MOVIE: **** (out of 5)
BLU-RAY EXPERIENCE: *1/2 (out of 5)
BY KEVIN CARR
WHAT IT’S ABOUT
Before Sam Raimi directed the “Spider-Man” movies, he launched his own superhero franchise with “Darkman,” the tale of a scientist who is horribly disfigured in a robbery. After escaping from the hospital, he works to perfect his artificial skin and uses it to infiltrate the group of gangsters that almost killed him.
WHAT I LIKED
Coming out on the heels of Tim Burton’s “Batman” at the turn of the decade from the 80s to the 90s, “Darkman” was just a hell of a lot of fun. In retrospect, it’s a better film all around than “Batman,” partly because Prince has nothing to do with it, but more because it follows a very typical superhero story. Ten years before Raimi slung a web, he was showing the anointed Hollywood directors that a superhero movie with a real comic book feel could work on the big screen.
Everything about “Darkman” makes it a classic for me. From Danny Elfman’s powerful score to Raimi’s frenetic POV shooting. It’s an intense film that isn’t afraid of getting ugly. People get shot. People die. People get their damned fingers chopped off. Bridging the gap between action and science fiction, “Darkman” was groundbreaking and ahead of its time.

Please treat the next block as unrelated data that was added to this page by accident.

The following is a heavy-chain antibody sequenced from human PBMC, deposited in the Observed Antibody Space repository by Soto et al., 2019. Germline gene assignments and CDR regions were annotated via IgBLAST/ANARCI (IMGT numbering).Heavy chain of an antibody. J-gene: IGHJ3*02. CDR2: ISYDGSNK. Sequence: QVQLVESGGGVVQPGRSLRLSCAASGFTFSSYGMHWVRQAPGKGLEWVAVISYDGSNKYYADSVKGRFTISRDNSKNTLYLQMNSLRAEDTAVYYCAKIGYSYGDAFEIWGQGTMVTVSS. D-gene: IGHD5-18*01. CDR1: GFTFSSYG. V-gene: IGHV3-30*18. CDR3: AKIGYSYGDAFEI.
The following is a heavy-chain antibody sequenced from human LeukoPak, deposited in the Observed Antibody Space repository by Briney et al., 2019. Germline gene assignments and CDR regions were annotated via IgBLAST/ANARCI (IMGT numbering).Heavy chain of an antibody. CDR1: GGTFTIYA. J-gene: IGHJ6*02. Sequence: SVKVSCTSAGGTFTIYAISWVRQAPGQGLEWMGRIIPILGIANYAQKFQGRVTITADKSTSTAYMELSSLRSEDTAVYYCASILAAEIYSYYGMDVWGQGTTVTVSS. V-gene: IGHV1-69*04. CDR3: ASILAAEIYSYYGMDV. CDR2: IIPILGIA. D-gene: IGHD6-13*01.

And no discussion of “Darkman” is complete without a nod to a then-lesser-known Liam Neeson in the title role and the now-odd choice of Frances McDormand as the love interest. But it was really Larry Drake who stole the show as the crime boss Durant. That’ll be just fine!
WHAT I DIDN’T LIKE
Okay, I’ll admit this movie is cheesy as hell by today’s standards. It was cheesy as hell by the standards of its day. But that’s part of the fun. It still embodies the corny comic book dialogue, meter and motivations that really touched me when I saw it in my teens.
Sadly, there’s nothing but the film on the Blu-ray. But since it’s the only way to see it in hi-def without a retro HD-DVD player, it’s a good buy in my book.
WHO’S GOING TO LIKE THIS MOVIE
Sam Raimi fans and comic book aficionados.